Van Hipp: Bush Taught Us How to Conduct National Security, Foreign Policy

Photo: Members of the public file through the Capitol Rotunda to view the flag-draped casket of the late former President George H.W. Bush as he lies in State on December 4, 2018, in Washington, D.C. (Morry Gash – Pool/Getty Images)
George H.W. Bush’s service dog Sully continues to watch over his commander.

President George H. W. Bush was the last member of the “greatest generation” to serve as President of the United States. He was a patriot who epitomized “country above self.”

I first met him in 1979 and got to observe him closely when I served as Chairman of the South Carolina Republican Party during the 1988 “first in the South” presidential primary that propelled him to the GOP nomination. I was honored to serve as a surrogate on the campaign trail in the South that fall and as a member of the Presidential Electoral College where I officially cast one of South Carolina’s electoral votes for him.

However, it was during my service as Deputy Assistant Secretary of the Army in his administration where I came to really appreciate the substance and depth of the man.

He was a Commander-in-Chief who had worn the uniform in combat. President Bush knew all the right questions to ask, and the so-called experts who had never served in the military could not hoodwink him.

In short, President Bush was a president who taught us how a Commander-in-Chief should conduct national security and foreign policy. The basic principles that he used to guide his administration on executing national security and foreign policy are a blueprint for future administrations.

Let’s now take a look at those guiding principles:

  1. Personnel is Policy — President Bush adhered to the old Reagan adage that, “Personnel is policy.” In short, get the right people who are well qualified in key positions and they will effectively execute your policy. Here, President Bush assembled the “A team”— Secretary of Defense Dick Cheney, Secretary of State James Baker, and Chairman of the Joint Chiefs of Staff Colin Powell to name a few. Even my own boss, Secretary of the Army Michael P. W. Stone had flown with the Royal Navy during WWII and was a man of solid character.
  2. Loyalty — President Bush viewed loyalty as a two-way street. He was fiercely loyal to those who served in his administration and did their jobs. However, he also expected that same loyalty from those who served him. In fact, before being selected for key administration posts, President Bush wanted to make sure that his appointees believed in him, supported his policies, and had supported him on the campaign trail. The result was an administration of solid team players who carried out his policies. And guess what? You didn’t read about leaks in the newspapers during the Bush Administration. President Bush understood the importance of surrounding himself with loyal team members.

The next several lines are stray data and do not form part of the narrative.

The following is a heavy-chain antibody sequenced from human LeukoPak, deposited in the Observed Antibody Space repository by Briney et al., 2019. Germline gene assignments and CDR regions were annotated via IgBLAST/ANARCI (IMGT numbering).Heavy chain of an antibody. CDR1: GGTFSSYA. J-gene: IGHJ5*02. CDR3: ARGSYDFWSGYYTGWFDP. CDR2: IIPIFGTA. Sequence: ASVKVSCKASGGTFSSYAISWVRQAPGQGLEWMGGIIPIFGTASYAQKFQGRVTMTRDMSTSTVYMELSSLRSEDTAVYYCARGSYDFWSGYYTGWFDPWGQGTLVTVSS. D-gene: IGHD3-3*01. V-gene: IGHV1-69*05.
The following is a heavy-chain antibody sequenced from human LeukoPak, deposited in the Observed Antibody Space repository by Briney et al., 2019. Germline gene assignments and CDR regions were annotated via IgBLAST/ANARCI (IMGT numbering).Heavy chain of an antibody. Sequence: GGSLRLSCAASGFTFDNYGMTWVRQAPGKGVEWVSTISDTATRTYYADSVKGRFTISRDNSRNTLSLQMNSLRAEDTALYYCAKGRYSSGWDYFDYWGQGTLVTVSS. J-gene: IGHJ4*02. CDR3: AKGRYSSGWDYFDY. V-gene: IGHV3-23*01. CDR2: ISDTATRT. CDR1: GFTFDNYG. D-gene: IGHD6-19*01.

3. Stand Firm With Allies — President Bush understood the importance of standing firm with U.S. allies when conducting national security and foreign policy. Under President Bush, America was a “best friend” to our allies and they knew that America would always stand with them and not throw them under the bus. Since his passing there has been an outpouring from American allies expressing their sentiments about what he meant to them. Queen Elizabeth II said it best when she called President Bush a great friend, ally, and patriot.
  4. Put Together a Winning Coalition — President Bush believed that when executing foreign policy and national security it was essential to put together a winning coalition of U.S. allies who share the same common goals in achieving an objective. There is no finer example in recent history of the success of this approach than President Bush’s actions in Operation Desert Shield/Desert Storm. His personal involvement and engagement led to the establishment of a winning coalition of some thirty-five countries and achieved an overwhelming victory in that first Gulf War.
  5. Always Have an Exit Strategy when Committing U.S. Troops — Like most U.S. Presidents, President Bush understood that a Commander-in-Chief commits U.S. troops to military action only when there is a national security interest at stake and the mission is clearly defined. President Bush, though, understood that there is a third component of this test that must be adhered to — have an exit strategy for U.S. troops when the mission is accomplished. Here, President Bush knew that once the job is done, you don’t leave U.S. troops behind to linger around, you get them out and send them home. I actually served on the ground in Iraq, Saudi Arabia, and Kuwait as a member of the demobilization team during Operation Desert Storm and saw firsthand what a real exit strategy looks like. Future Presidents and war planners can learn from this.

President George H.W. Bush was a great man and he taught us much. He was a humble man who knew how to lead. His example of conducting national security and foreign policy in the best interests of the American people is a blueprint for success that will serve future U.S. Presidents well for generations to come.

Van Hipp is chairman of American Defense International, Inc. (ADI), a Washington, D.C. consulting firm. He is former chairman of the South Carolina Republican Party, and served on the Presidential Electoral College in 1988. He is the author of “The New Terrorism: How to Fight It and Defeat It.” To read more of his reports, Go Here Now.




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